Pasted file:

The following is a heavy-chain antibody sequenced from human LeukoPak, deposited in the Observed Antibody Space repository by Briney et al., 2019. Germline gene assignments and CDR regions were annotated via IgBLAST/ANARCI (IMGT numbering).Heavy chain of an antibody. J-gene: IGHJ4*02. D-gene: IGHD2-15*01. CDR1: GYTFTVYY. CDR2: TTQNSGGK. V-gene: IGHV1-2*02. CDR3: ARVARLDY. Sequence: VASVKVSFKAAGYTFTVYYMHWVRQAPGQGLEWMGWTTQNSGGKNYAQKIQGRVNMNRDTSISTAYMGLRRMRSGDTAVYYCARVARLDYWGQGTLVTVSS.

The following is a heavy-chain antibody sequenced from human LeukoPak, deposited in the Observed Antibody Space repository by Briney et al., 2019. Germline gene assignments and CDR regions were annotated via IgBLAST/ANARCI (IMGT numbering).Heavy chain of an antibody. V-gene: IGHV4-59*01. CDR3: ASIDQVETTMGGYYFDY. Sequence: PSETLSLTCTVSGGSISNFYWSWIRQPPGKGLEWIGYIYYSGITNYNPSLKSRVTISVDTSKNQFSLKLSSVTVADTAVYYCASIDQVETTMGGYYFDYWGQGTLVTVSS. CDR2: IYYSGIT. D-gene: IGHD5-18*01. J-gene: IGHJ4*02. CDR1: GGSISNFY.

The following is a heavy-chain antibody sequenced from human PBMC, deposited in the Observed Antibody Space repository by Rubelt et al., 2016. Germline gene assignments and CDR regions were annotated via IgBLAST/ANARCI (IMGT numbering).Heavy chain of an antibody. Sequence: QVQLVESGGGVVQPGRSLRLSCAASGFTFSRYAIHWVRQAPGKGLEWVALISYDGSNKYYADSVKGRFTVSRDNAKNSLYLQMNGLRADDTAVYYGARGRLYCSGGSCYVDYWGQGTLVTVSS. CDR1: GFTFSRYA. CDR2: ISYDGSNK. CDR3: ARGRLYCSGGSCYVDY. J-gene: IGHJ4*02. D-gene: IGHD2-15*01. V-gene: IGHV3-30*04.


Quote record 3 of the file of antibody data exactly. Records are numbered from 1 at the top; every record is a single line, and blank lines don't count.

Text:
The following is a heavy-chain antibody sequenced from human PBMC, deposited in the Observed Antibody Space repository by Rubelt et al., 2016. Germline gene assignments and CDR regions were annotated via IgBLAST/ANARCI (IMGT numbering).Heavy chain of an antibody. Sequence: QVQLVESGGGVVQPGRSLRLSCAASGFTFSRYAIHWVRQAPGKGLEWVALISYDGSNKYYADSVKGRFTVSRDNAKNSLYLQMNGLRADDTAVYYGARGRLYCSGGSCYVDYWGQGTLVTVSS. CDR1: GFTFSRYA. CDR2: ISYDGSNK. CDR3: ARGRLYCSGGSCYVDY. J-gene: IGHJ4*02. D-gene: IGHD2-15*01. V-gene: IGHV3-30*04.